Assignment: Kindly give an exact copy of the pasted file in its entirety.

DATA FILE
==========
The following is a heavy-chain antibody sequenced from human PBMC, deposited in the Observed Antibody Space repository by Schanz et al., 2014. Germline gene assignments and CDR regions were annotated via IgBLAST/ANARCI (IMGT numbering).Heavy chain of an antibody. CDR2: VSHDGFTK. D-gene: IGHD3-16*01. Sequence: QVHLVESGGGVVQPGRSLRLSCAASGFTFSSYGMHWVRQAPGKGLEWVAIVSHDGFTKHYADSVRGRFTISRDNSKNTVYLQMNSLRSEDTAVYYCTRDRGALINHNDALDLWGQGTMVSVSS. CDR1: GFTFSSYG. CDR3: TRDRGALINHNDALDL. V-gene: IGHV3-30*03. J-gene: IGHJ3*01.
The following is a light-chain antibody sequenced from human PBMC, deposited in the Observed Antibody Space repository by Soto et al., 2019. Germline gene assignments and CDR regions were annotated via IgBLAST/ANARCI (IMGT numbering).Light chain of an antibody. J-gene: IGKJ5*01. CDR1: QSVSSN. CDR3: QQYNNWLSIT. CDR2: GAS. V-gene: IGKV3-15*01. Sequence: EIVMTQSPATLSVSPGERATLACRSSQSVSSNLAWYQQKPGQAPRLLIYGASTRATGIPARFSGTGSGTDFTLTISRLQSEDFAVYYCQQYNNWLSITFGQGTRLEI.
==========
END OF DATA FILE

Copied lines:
The following is a heavy-chain antibody sequenced from human PBMC, deposited in the Observed Antibody Space repository by Schanz et al., 2014. Germline gene assignments and CDR regions were annotated via IgBLAST/ANARCI (IMGT numbering).Heavy chain of an antibody. CDR2: VSHDGFTK. D-gene: IGHD3-16*01. Sequence: QVHLVESGGGVVQPGRSLRLSCAASGFTFSSYGMHWVRQAPGKGLEWVAIVSHDGFTKHYADSVRGRFTISRDNSKNTVYLQMNSLRSEDTAVYYCTRDRGALINHNDALDLWGQGTMVSVSS. CDR1: GFTFSSYG. CDR3: TRDRGALINHNDALDL. V-gene: IGHV3-30*03. J-gene: IGHJ3*01.
The following is a light-chain antibody sequenced from human PBMC, deposited in the Observed Antibody Space repository by Soto et al., 2019. Germline gene assignments and CDR regions were annotated via IgBLAST/ANARCI (IMGT numbering).Light chain of an antibody. J-gene: IGKJ5*01. CDR1: QSVSSN. CDR3: QQYNNWLSIT. CDR2: GAS. V-gene: IGKV3-15*01. Sequence: EIVMTQSPATLSVSPGERATLACRSSQSVSSNLAWYQQKPGQAPRLLIYGASTRATGIPARFSGTGSGTDFTLTISRLQSEDFAVYYCQQYNNWLSITFGQGTRLEI.